• Do get enough sleep. There are so many studies that show how important sleep is to learning (and other things), it's not even funny. And why are you pulling an all-nighter anyway? Aren't you keeping up with the assigned readings?
These should be enough tips to keep you busy until your midterms. Tips for writing exams are coming up!

Why aren't you studying?


Michael said...

I think I disagree with you tip on not using a highlighter. I 'paint' my textbooks not because I am lazy, but when it comes down to exam time (especially final exam time) it makes it easier to find the important parts of the text without having to read to whole chapter (or book) all over again. This way I can re-read the notes I’ve made along with the corresponding explanations in the text if I need to.
Other than that, good tips.

stephen said...

AHHHHHHHHHHHHHHHHHHHHHHHHHHHHHHHHHHH *runs madly in circles, waving arms in air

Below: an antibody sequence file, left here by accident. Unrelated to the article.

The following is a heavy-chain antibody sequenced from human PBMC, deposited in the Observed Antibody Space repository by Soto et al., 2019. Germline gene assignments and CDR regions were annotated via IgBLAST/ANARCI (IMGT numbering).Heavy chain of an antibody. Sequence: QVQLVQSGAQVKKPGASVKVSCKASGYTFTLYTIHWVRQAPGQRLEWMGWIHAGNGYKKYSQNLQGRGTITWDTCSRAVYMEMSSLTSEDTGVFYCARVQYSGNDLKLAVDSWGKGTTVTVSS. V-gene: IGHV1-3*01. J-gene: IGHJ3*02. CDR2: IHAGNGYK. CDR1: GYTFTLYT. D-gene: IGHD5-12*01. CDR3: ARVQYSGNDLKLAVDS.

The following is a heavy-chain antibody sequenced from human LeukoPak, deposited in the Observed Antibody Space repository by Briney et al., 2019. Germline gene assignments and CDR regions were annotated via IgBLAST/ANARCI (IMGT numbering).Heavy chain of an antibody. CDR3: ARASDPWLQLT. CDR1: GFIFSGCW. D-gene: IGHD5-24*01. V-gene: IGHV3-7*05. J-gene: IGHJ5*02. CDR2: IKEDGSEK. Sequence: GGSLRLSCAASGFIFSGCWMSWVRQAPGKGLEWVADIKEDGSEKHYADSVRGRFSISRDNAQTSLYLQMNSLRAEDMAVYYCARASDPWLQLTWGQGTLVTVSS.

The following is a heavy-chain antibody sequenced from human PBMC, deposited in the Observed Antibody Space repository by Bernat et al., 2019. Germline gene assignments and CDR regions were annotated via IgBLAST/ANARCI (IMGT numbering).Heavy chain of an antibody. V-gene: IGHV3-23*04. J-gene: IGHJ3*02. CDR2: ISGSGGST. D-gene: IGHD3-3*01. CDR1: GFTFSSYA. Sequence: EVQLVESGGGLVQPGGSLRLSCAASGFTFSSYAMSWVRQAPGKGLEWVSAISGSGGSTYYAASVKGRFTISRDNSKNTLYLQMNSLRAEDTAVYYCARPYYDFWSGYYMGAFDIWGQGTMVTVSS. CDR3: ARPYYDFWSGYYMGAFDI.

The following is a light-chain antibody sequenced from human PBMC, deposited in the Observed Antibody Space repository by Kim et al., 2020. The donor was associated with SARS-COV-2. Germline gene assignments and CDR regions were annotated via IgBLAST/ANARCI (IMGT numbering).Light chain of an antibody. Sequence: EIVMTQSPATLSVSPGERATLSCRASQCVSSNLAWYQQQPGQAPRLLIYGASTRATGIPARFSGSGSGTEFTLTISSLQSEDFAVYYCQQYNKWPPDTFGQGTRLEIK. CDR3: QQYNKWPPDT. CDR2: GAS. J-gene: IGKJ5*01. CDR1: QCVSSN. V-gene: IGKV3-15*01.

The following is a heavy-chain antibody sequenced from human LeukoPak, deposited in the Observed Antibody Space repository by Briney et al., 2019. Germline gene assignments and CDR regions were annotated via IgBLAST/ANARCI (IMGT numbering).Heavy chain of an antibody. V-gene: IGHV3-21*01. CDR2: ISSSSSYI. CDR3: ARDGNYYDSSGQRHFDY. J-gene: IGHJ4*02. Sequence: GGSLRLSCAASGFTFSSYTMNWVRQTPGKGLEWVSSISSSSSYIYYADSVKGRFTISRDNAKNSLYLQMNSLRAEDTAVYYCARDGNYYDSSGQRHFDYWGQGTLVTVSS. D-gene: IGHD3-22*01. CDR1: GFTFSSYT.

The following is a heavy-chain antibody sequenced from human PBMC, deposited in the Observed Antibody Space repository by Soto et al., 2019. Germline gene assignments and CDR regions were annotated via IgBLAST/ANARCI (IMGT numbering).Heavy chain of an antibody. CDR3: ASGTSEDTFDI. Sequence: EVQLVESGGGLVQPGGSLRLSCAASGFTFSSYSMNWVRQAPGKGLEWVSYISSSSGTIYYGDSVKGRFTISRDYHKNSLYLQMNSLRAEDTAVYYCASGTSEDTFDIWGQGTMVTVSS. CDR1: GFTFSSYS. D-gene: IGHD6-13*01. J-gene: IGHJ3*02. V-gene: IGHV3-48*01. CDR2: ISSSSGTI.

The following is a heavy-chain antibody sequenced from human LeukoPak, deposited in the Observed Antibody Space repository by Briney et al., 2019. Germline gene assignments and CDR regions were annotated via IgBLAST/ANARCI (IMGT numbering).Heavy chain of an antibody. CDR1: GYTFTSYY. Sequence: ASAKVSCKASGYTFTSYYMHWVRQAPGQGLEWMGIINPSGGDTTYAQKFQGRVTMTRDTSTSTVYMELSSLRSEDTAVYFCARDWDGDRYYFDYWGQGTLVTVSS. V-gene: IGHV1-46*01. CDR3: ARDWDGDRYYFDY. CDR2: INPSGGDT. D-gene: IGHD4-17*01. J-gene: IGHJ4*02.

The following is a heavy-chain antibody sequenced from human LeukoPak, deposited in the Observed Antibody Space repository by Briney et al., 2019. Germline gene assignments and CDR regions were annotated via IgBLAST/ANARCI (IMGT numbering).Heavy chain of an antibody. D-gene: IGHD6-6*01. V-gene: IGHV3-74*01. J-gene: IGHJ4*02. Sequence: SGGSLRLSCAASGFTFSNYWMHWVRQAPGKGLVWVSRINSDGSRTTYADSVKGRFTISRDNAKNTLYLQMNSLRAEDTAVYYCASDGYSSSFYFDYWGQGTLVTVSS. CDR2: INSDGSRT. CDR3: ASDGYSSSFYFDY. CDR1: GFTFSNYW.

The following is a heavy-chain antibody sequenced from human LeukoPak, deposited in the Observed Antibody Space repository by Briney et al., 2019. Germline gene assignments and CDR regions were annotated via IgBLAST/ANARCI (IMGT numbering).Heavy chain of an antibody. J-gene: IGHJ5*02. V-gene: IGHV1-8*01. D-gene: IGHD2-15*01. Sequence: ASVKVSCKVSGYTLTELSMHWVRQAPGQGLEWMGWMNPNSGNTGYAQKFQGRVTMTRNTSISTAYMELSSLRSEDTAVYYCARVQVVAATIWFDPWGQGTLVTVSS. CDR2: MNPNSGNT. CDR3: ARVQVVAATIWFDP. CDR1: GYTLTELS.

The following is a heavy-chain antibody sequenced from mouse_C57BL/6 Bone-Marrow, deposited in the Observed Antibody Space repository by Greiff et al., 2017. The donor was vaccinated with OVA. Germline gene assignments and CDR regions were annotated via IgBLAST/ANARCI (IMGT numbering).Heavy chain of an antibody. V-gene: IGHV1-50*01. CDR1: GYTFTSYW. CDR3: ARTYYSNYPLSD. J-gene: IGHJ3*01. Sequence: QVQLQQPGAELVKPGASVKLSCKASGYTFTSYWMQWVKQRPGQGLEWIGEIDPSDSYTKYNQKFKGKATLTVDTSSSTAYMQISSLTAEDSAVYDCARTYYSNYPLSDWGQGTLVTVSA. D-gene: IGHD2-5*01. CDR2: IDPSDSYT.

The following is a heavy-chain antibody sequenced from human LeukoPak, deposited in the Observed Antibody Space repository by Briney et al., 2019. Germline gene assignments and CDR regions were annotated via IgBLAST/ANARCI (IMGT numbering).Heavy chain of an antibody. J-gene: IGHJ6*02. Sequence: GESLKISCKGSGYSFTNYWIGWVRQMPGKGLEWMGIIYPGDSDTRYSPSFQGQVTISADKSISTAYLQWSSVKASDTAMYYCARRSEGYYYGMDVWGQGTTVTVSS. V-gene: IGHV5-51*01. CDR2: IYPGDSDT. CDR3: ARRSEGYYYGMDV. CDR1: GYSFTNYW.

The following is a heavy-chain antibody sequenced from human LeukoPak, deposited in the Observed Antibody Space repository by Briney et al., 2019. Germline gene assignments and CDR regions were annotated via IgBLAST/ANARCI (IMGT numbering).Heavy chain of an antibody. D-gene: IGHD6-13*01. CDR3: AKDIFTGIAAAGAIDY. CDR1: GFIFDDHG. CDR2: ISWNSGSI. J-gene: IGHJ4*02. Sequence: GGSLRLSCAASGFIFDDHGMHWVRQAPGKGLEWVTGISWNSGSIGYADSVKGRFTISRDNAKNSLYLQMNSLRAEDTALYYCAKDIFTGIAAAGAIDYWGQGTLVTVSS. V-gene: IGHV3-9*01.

Karsten Loepelmann said...

@michael: Highlighting is bad when you see that you've painted over the entire chapter--just skipping the occasional word like "the". If you're just highlighting a few parts, you're not wasting your time. Just the fact that you're reading the textbook is good.

The main argument against highlighting is that it's passive learning. Again, that's better than, er...not learning. But you can do better.

When you read a section of a textbook and paraphrase it, that's active learning. If you can't put down the important point(s) in your own words, it's because you haven't understood what you've read. Now, you've gotten instant feedback on your learning.

Hope this helps!

@stephen: Er, calm down dude! It's not too late. Step 1: buy the textbook... :-)

Simon said...

Micheal! i believe loepelmann has a point! he used more "big" words!!!!

or the gist of what Lo Po Man said, active learning is better than rote memorization

but on the other hand, flash card is just not for me~

Overall thank you for the tips =D


Step 2: Open the book

Anonymous said...